Checks and balances on container rates

May 10, 2021 Inventory of Hazardous Materials (IHM)

In shipping there have been clear winners and loser in the global war against the Covid-19 pandemic. In the latter camp sit cruise ships and to some extent tankers, who have seen earnings spike from storage demands only to fall back as international oil demand waned.


In prime position in the winners’ circle are container ships. Freight rates have climbed ever higher since the start of the pandemic and while they were starting to settle towards the end of the first quarter, the mishap with the Ever Given in the Suez Canal gave them a shot of adrenaline.

This renewed growth has raised concerns that inflated container freight rates will hamper the ability of the world economy to recover, with shipping rates a major component of trade costs.

In a policy brief, UNCTAD has examined why container freight rates surged during the pandemic and what can be done to avoid a similar situation in the future – although container ships operators might prefer those increases to go unchecked.

Container rates have a particular impact on global trade, since almost all manufactured goods – including clothes, medicines and processed food products – are shipped in containers, UNCTAD noted. “The ripples will hit most consumers,” said Jan Hoffmann, head of UNCTAD’s trade and logistics branch. “Many businesses won’t be able to bear the brunt of the higher rates and will pass them on to their customers.”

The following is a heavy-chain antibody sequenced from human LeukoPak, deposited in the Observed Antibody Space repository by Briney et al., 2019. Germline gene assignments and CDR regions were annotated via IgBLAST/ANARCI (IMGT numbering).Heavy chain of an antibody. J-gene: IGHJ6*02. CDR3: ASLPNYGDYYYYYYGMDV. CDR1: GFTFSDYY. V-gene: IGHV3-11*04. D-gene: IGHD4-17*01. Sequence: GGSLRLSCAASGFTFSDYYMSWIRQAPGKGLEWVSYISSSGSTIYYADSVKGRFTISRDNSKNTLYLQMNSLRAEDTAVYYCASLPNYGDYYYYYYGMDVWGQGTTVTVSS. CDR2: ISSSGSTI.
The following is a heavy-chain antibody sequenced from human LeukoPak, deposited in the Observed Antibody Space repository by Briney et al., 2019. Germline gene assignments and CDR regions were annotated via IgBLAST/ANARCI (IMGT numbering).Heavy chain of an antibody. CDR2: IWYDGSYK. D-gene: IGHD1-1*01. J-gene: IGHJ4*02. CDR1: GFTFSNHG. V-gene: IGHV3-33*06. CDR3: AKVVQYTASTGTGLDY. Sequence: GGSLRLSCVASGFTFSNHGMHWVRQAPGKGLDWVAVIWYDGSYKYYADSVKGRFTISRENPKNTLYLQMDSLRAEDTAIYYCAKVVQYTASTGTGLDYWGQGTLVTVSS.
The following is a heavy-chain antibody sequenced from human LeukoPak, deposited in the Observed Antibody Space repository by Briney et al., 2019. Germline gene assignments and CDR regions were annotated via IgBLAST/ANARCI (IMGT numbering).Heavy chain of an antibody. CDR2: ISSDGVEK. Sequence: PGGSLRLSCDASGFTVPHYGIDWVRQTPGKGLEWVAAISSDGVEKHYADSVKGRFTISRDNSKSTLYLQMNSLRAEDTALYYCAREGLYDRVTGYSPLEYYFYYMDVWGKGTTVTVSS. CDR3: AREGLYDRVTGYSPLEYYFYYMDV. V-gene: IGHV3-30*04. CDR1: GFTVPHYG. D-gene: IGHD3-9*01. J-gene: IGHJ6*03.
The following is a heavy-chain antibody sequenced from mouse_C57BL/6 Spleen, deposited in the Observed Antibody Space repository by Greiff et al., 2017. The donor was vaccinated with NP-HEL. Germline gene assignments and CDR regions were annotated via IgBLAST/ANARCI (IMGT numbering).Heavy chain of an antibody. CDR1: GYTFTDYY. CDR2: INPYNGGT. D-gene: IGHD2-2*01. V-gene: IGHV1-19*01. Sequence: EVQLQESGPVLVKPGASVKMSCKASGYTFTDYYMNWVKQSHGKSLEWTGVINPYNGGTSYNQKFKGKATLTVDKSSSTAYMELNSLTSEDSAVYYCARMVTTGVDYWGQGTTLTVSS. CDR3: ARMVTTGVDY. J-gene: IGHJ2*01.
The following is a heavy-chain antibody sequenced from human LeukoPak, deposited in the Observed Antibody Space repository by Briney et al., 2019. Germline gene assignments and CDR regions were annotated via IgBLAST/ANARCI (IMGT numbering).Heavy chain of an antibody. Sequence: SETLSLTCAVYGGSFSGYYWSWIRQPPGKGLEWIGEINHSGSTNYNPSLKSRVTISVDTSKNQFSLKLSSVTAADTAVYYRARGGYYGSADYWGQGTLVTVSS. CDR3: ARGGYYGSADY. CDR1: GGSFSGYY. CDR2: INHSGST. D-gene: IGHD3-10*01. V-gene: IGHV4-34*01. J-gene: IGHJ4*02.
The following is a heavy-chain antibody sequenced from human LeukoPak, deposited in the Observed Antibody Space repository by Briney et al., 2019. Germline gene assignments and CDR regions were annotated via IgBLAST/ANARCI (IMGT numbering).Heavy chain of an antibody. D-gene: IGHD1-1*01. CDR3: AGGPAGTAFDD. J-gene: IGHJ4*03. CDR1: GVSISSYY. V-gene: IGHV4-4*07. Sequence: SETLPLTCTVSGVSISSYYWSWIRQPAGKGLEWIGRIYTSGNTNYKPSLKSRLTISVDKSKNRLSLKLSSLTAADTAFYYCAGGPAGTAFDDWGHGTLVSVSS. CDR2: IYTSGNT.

At the start of the Covid-19 pandemic, expectations were that seaborne trade, including containerised trade, would experience a strong downturn. However, changes in consumption and shopping patterns triggered by the pandemic, including a surge in electronic commerce, as well as lockdown measures, in fact led to increased import demand for manufactured consumer goods, a large part of which is moved in shipping containers, noted UNCTAD.

This was supported by the lessening of lockdown measures, recoveries and stimulus packages that supported consumer demand, and inventory-building and frontloading in anticipation of new waves of the pandemic, which all contributed to more demand for containerised services.


Source: hellenicshippingnews


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